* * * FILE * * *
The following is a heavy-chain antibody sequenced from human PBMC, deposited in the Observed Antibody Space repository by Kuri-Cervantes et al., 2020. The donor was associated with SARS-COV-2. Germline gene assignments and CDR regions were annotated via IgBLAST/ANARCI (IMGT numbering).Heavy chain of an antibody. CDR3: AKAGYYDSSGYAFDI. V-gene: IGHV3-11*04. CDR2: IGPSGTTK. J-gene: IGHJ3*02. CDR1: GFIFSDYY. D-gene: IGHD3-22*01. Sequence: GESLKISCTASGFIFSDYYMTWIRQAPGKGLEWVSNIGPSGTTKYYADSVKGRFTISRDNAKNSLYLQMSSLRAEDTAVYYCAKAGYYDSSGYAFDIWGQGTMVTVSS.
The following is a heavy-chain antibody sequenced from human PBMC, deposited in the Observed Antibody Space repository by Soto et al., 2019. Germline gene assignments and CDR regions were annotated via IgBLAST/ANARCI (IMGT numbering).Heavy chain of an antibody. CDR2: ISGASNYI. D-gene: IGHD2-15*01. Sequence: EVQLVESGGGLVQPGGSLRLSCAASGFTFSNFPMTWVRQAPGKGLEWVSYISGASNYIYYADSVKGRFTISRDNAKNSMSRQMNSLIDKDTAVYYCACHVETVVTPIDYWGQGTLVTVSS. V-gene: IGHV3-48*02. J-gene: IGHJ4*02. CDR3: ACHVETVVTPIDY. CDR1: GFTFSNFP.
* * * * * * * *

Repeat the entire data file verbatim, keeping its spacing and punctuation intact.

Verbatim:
The following is a heavy-chain antibody sequenced from human PBMC, deposited in the Observed Antibody Space repository by Kuri-Cervantes et al., 2020. The donor was associated with SARS-COV-2. Germline gene assignments and CDR regions were annotated via IgBLAST/ANARCI (IMGT numbering).Heavy chain of an antibody. CDR3: AKAGYYDSSGYAFDI. V-gene: IGHV3-11*04. CDR2: IGPSGTTK. J-gene: IGHJ3*02. CDR1: GFIFSDYY. D-gene: IGHD3-22*01. Sequence: GESLKISCTASGFIFSDYYMTWIRQAPGKGLEWVSNIGPSGTTKYYADSVKGRFTISRDNAKNSLYLQMSSLRAEDTAVYYCAKAGYYDSSGYAFDIWGQGTMVTVSS.
The following is a heavy-chain antibody sequenced from human PBMC, deposited in the Observed Antibody Space repository by Soto et al., 2019. Germline gene assignments and CDR regions were annotated via IgBLAST/ANARCI (IMGT numbering).Heavy chain of an antibody. CDR2: ISGASNYI. D-gene: IGHD2-15*01. Sequence: EVQLVESGGGLVQPGGSLRLSCAASGFTFSNFPMTWVRQAPGKGLEWVSYISGASNYIYYADSVKGRFTISRDNAKNSMSRQMNSLIDKDTAVYYCACHVETVVTPIDYWGQGTLVTVSS. V-gene: IGHV3-48*02. J-gene: IGHJ4*02. CDR3: ACHVETVVTPIDY. CDR1: GFTFSNFP.